85  urban economies still provide many  86  that rural areas do not.
67. A) came on B) came off C) came over D) came out
68. A) more B) other C) less D) rather
69. A) By B) Through C) Along D) To
70. A) really B) barely C) ever D) almost
71. A) flourishing B) developed C) thriving D) fertile
72. A) extension B) addition C) raise D) growth
73. A) keep B) turn C) lead D) refer
74. A) pressure B) load C) restraint D) weight
75. A) surroundings B) communities C) concerns D) services
76. A) onto B) into C) around D) upon
77. A) pulled B) driven C) drawn D) pressed
78. A) situation B) wealth C) treasure D) category
79. A) when B) if C) unless D) whereas
80. A) enlarge B) expand C) invade D) split
81. A) at B) beyond C) with D) in
82. A) common B) ordinary C) frequent D) conventional
83. A) prior B) major C) essential D) primitive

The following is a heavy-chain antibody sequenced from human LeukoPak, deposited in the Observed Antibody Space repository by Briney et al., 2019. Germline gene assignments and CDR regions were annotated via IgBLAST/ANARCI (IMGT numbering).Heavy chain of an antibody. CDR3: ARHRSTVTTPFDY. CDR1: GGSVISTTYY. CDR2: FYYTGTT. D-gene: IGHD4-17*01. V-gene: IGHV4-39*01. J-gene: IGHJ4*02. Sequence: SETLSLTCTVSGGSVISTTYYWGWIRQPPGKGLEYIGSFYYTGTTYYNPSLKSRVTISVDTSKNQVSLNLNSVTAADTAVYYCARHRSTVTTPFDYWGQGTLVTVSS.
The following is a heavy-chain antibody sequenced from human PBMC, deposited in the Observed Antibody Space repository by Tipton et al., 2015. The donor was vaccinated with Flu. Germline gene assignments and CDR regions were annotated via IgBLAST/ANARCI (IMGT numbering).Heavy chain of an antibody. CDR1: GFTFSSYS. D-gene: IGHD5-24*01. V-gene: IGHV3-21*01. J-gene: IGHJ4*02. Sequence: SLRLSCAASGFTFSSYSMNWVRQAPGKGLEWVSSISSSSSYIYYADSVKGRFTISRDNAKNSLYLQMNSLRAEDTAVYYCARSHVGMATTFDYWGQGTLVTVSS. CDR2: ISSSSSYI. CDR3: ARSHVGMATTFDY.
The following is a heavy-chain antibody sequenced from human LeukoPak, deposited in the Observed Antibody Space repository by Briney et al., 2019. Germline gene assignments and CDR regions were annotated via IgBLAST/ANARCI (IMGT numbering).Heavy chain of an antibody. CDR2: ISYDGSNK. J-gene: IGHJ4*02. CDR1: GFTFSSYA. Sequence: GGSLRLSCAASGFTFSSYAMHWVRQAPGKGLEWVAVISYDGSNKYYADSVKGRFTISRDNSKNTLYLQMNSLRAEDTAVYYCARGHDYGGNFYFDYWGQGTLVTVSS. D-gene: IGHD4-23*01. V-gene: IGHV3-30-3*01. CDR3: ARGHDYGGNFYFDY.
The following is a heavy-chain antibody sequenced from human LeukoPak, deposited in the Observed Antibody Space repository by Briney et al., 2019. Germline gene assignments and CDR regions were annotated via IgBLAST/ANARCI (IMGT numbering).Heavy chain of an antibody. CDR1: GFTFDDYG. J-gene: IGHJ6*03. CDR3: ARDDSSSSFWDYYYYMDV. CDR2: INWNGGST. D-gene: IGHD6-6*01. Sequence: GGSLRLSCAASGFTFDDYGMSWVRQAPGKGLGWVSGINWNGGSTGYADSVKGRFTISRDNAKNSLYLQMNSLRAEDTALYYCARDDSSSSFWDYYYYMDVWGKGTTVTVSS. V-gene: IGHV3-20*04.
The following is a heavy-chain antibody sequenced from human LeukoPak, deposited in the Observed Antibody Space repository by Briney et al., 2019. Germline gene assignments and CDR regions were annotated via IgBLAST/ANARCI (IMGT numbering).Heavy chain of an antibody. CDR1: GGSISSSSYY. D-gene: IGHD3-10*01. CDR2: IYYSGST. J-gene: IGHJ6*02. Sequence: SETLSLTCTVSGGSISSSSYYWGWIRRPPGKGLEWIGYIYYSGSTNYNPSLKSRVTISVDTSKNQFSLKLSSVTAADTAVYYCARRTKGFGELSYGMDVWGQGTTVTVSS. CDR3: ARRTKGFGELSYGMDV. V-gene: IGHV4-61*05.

84. A) trend B) style C) direction D) path
85. A) But B) For C) Then D) While
86. A) abilities B) realities C) qualities D) possibilities

Part VI        Translation        (15 minutes)

Directions:Complete the sentences by translating into English the Chinese given in brackets. Please write your translation on Answer Sheet 2.
87. (为了确保他参加会议), I called him up in advance.
88. The magnificent museum (据说建成于) about a hundred years ago.
89. There would be no life on earth (没有地球独特的环境).
90. (给游客印象最深的) was the friendliness and warmth of the local people.
91.They requested that (我借的书还回图书馆) by next Friday.